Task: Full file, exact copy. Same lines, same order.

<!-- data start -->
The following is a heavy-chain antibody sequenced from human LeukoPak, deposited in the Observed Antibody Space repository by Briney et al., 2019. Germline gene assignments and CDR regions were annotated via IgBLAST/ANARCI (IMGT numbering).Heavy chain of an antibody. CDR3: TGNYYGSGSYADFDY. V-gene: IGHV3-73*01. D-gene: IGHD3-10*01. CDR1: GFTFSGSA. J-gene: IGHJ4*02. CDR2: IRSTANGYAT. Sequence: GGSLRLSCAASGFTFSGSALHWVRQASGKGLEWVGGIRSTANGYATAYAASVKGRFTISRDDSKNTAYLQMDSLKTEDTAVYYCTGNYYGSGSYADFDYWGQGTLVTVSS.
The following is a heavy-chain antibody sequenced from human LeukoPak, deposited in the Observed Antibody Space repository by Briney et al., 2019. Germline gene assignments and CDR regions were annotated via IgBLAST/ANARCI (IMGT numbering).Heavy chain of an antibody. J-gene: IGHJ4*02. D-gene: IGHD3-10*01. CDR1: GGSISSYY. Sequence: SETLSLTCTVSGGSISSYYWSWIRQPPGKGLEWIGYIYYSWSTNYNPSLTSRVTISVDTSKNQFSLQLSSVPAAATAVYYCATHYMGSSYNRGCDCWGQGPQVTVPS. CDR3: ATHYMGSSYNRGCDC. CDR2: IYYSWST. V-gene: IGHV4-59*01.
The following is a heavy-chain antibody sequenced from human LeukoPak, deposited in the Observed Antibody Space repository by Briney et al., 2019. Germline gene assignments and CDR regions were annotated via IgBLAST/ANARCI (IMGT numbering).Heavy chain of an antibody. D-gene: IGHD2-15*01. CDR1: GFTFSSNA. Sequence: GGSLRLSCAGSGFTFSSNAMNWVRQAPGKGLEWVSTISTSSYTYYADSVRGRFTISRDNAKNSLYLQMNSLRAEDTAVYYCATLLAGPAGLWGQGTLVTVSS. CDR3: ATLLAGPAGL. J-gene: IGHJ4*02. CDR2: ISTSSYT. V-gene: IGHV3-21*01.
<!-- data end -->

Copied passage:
The following is a heavy-chain antibody sequenced from human LeukoPak, deposited in the Observed Antibody Space repository by Briney et al., 2019. Germline gene assignments and CDR regions were annotated via IgBLAST/ANARCI (IMGT numbering).Heavy chain of an antibody. CDR3: TGNYYGSGSYADFDY. V-gene: IGHV3-73*01. D-gene: IGHD3-10*01. CDR1: GFTFSGSA. J-gene: IGHJ4*02. CDR2: IRSTANGYAT. Sequence: GGSLRLSCAASGFTFSGSALHWVRQASGKGLEWVGGIRSTANGYATAYAASVKGRFTISRDDSKNTAYLQMDSLKTEDTAVYYCTGNYYGSGSYADFDYWGQGTLVTVSS.
The following is a heavy-chain antibody sequenced from human LeukoPak, deposited in the Observed Antibody Space repository by Briney et al., 2019. Germline gene assignments and CDR regions were annotated via IgBLAST/ANARCI (IMGT numbering).Heavy chain of an antibody. J-gene: IGHJ4*02. D-gene: IGHD3-10*01. CDR1: GGSISSYY. Sequence: SETLSLTCTVSGGSISSYYWSWIRQPPGKGLEWIGYIYYSWSTNYNPSLTSRVTISVDTSKNQFSLQLSSVPAAATAVYYCATHYMGSSYNRGCDCWGQGPQVTVPS. CDR3: ATHYMGSSYNRGCDC. CDR2: IYYSWST. V-gene: IGHV4-59*01.
The following is a heavy-chain antibody sequenced from human LeukoPak, deposited in the Observed Antibody Space repository by Briney et al., 2019. Germline gene assignments and CDR regions were annotated via IgBLAST/ANARCI (IMGT numbering).Heavy chain of an antibody. D-gene: IGHD2-15*01. CDR1: GFTFSSNA. Sequence: GGSLRLSCAGSGFTFSSNAMNWVRQAPGKGLEWVSTISTSSYTYYADSVRGRFTISRDNAKNSLYLQMNSLRAEDTAVYYCATLLAGPAGLWGQGTLVTVSS. CDR3: ATLLAGPAGL. J-gene: IGHJ4*02. CDR2: ISTSSYT. V-gene: IGHV3-21*01.